Myers agreed. “There are many things that contribute to disorders: high levels of activity, low intakes of bone and muscle-building nutrients, genetic predisposition, aging, or a combination of all of the above,” she stated. “If you’re active and younger, you may start to notice some of the issues early on. If you have a fairly moderate level of activity in your life, it may take a few years, but eventually you’ll want some extra support for your joints, muscles and bones. That’s why an integrative approach is so ideal: it matches an individual with treatment and a regimen that best suits their whole life and person.”

Taking a good medical history from the patient can really help practitioners identify sources of pain, added Dr. Goldstein.

Approaches to Treatment

After identifying the root cause of the bone, joint, or muscle condition, the practitioner can then consider and select the best treatment options. “If the disorder is caused by another organ system, then the approach should focus on maximizing therapies to encompass the physiological systems that contribute to their discomfort,” explained Dr. Goldstein. Since the practitioner’s goal is to make the patient feel better, diet and lifestyle should be examined before recommending supplements. “Supplements are literally to supplement, not replace, an unhealthy lifestyle,” she pointed out.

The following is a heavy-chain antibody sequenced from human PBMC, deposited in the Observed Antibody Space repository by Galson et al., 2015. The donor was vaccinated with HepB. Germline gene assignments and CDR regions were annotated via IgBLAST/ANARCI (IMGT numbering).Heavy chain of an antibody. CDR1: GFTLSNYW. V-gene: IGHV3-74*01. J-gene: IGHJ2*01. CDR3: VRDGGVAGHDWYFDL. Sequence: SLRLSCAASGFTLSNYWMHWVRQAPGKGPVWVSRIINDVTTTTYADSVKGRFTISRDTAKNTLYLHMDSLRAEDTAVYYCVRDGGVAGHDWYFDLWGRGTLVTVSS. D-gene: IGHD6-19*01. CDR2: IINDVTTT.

In addition to oral supplementation, topical creams and ointments using herbs and homeopathic medicines should be considered. Dr. Goldstein advised that these are great to promote healing and pain relief for patients, as they can be applied directly to the affected area.

“The knowledge and ability to consider their multiple risk factors (e.g. genetics, musculoskeletal health, food allergies, emotions) helps guide therapies to continue addressing the root cause, as two people with the same condition may experience different types of pain,” she stated. “Continuously asking ‘why,’ and having the knowledge of conventional and natural medicine allows us to broaden our scope of considering diagnosis beyond just pain.”

In the past decade, consumers have become more informed and involved in decisions about their health, seeking natural products as solutions. “The need, however, is not so much for the supplements themselves as they now saturate the shelves, but the information around the quality as the internet can overwhelm most people with information,” Dr. Goldstein said.

Myers agreed. “In a very real sense, practitioners have ‘the inside scoop’ about which natural medicines use clinically-studied ingredients and not only address the problems at hand, but provide a lot of other overall benefits as well. That’s a far cry from the one-track style of most prescription and over-the-counter drugs,” she emphasized.

Bone, Joint and Muscle Health Supplements

Vitamins and Minerals

For bone health, Dr. Goldstein recommended supplements with combinations of vitamins and minerals such as calcium, vitamins D and K, phosphorus, silica and magnesium to balance the nutrients that make up healthy bones. “Vitamin C is very important for joint and muscle health, as it helps with healing and integrity,” she said.